My sweet Mother earned her angel wings this past Saturday following a long, grueling battle with Alzheimer’s Disease. There will be no more suffering; she is finally at peace. Now she is beautiful, free, and healthy, and we have a perfect guardian angel watching over us.

Something Spoke to Me

I’m grateful that my daughter and I were at her side right up to the moment she crossed over, and what an amazing experience that was. I can’t explain the feeling I had that morning, but it was a sense that I needed to be right there. I stepped out of the room for a few minutes, but something drew me back.

As I sat holding her hand and stroking her hair, I noticed an ever so slight change in her breathing. Apnea set in two days prior, but subsided. Now it was back, but with only about ten seconds between breaths. I can’t describe the new change I noticed, but I turned and called my daughter over.  Somehow I knew it was time for Mom to complete her journey. Less than thirty seconds later, she took her last breath.

It’s Time to Go

The moment of her departure was so absolutely clear. In a split second, her facial expression changed for the first time in days, and then she was gone. It was as though we could see her soul being plucked from its outer shell. I have never experienced anything like this in my life. I am so thankful that we were there holding her hand through the transition.

A day later, I’m somewhere between numb and raw. The tears come without warning, and I don’t think reality has completely set in. We’re busy with plans for her Celebration of Life, and I’m receiving beautiful messages from her friends and former co-workers, but I still can’t quite believe that my mother is gone.

Nine Long Years

In January, it will be nine years since we saw early signs of the dreaded disease that would eventually ravage the woman who had been my rock for over forty years. I can’t describe how painful it has been to watch her slip away day after day, month after month, and year after year. Alzheimer’s stripped her of her ability to communicate, take care of her own basic needs, and do all the things that she so enjoyed. It ripped her golden years away without remorse. It stole our mother and grandmother in the most cruel and callous way possible.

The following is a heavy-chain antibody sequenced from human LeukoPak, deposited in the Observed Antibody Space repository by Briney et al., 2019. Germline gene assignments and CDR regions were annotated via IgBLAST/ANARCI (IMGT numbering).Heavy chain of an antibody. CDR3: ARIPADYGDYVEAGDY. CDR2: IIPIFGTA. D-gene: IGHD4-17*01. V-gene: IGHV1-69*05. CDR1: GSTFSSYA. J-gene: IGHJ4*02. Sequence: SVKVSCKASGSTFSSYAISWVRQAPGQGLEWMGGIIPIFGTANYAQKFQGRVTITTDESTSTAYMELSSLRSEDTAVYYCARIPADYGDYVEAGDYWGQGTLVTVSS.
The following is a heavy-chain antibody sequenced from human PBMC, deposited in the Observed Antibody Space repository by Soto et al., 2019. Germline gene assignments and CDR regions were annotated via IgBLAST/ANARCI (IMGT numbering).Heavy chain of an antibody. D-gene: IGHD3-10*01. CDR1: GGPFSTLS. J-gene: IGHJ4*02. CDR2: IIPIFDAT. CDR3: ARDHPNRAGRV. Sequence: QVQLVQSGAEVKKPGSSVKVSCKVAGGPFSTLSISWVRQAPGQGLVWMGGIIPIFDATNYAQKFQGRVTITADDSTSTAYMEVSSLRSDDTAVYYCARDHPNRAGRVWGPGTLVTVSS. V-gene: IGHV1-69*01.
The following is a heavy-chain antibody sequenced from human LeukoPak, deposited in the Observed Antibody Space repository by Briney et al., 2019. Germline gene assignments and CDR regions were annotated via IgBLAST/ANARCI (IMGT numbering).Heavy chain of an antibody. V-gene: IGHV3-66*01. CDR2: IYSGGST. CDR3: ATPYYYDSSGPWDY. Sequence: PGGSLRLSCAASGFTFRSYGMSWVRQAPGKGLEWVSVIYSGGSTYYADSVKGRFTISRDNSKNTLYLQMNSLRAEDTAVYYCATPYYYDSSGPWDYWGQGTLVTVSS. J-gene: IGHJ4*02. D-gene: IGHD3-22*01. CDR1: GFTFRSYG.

I don’t even remember life before Alzheimer’s, and I certainly don’t know what life will be like without it. I think we underestimate the mental and emotional toll the disease takes, even in the very early stages. I realize now that I’m exhausted. I feel like I could crawl into bed and sleep for six months. Eventually I’ll figure out what my new “normal” looks like, but I think it will take awhile.

Until We Meet Again

For now, I just want to embrace her memory and hold her so close to my heart. The thought that I won’t be going to visit tomorrow, that I won’t be able to hold her hand and see her smile, is almost too much to bear. Yet my heart also rejoices in the fact that she’s in a much better place now, reunited with her parents and dear sister. Pain free. And it’s true that someday, we will meet again. Until then…


  1. Natalie

    Thinking of you and Jess and sending prayers for you both!

  2. Debbi

    We lost our dad in very similar circumstances on Dec. 5. Dementia is truly awful, and we felt like it robbed him of his life years ago. Yes, it is so good to know he is at peace. We will see him again. It is comforting to know he is having a wonderful family reunion now. My mom is left behind to miss him, but we all know he is so much better off. His funeral was so lovely; full of family reminiscing, tears and much laughter. His death brought his family together, and I know he was just loving it!